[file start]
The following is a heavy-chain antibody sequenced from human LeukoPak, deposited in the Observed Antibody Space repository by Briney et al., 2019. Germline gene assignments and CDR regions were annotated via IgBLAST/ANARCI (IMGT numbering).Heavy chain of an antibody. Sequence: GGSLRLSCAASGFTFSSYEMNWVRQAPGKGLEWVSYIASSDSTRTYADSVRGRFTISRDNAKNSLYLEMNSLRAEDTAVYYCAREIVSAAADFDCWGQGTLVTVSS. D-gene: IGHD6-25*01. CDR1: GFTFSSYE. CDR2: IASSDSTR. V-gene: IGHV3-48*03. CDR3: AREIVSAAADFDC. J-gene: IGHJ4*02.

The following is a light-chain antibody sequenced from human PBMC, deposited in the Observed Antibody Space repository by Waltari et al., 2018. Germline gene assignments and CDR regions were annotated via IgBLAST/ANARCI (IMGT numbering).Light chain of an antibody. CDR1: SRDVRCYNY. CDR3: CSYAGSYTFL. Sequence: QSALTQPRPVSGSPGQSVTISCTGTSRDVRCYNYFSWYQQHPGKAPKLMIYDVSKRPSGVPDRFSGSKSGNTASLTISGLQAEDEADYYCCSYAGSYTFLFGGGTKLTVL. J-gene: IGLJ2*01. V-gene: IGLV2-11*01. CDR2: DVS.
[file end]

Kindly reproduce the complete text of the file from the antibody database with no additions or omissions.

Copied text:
The following is a heavy-chain antibody sequenced from human LeukoPak, deposited in the Observed Antibody Space repository by Briney et al., 2019. Germline gene assignments and CDR regions were annotated via IgBLAST/ANARCI (IMGT numbering).Heavy chain of an antibody. Sequence: GGSLRLSCAASGFTFSSYEMNWVRQAPGKGLEWVSYIASSDSTRTYADSVRGRFTISRDNAKNSLYLEMNSLRAEDTAVYYCAREIVSAAADFDCWGQGTLVTVSS. D-gene: IGHD6-25*01. CDR1: GFTFSSYE. CDR2: IASSDSTR. V-gene: IGHV3-48*03. CDR3: AREIVSAAADFDC. J-gene: IGHJ4*02.

The following is a light-chain antibody sequenced from human PBMC, deposited in the Observed Antibody Space repository by Waltari et al., 2018. Germline gene assignments and CDR regions were annotated via IgBLAST/ANARCI (IMGT numbering).Light chain of an antibody. CDR1: SRDVRCYNY. CDR3: CSYAGSYTFL. Sequence: QSALTQPRPVSGSPGQSVTISCTGTSRDVRCYNYFSWYQQHPGKAPKLMIYDVSKRPSGVPDRFSGSKSGNTASLTISGLQAEDEADYYCCSYAGSYTFLFGGGTKLTVL. J-gene: IGLJ2*01. V-gene: IGLV2-11*01. CDR2: DVS.